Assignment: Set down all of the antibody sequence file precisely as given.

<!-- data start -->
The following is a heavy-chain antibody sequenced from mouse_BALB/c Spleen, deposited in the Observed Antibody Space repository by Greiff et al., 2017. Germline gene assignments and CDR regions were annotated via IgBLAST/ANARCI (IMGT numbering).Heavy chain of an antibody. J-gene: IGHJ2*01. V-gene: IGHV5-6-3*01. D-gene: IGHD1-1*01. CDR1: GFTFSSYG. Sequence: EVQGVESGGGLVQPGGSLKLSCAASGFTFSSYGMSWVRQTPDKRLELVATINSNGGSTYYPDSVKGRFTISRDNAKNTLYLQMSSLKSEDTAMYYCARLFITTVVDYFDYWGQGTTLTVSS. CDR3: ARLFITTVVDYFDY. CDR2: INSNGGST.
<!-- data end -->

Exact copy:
The following is a heavy-chain antibody sequenced from mouse_BALB/c Spleen, deposited in the Observed Antibody Space repository by Greiff et al., 2017. Germline gene assignments and CDR regions were annotated via IgBLAST/ANARCI (IMGT numbering).Heavy chain of an antibody. J-gene: IGHJ2*01. V-gene: IGHV5-6-3*01. D-gene: IGHD1-1*01. CDR1: GFTFSSYG. Sequence: EVQGVESGGGLVQPGGSLKLSCAASGFTFSSYGMSWVRQTPDKRLELVATINSNGGSTYYPDSVKGRFTISRDNAKNTLYLQMSSLKSEDTAMYYCARLFITTVVDYFDYWGQGTTLTVSS. CDR3: ARLFITTVVDYFDY. CDR2: INSNGGST.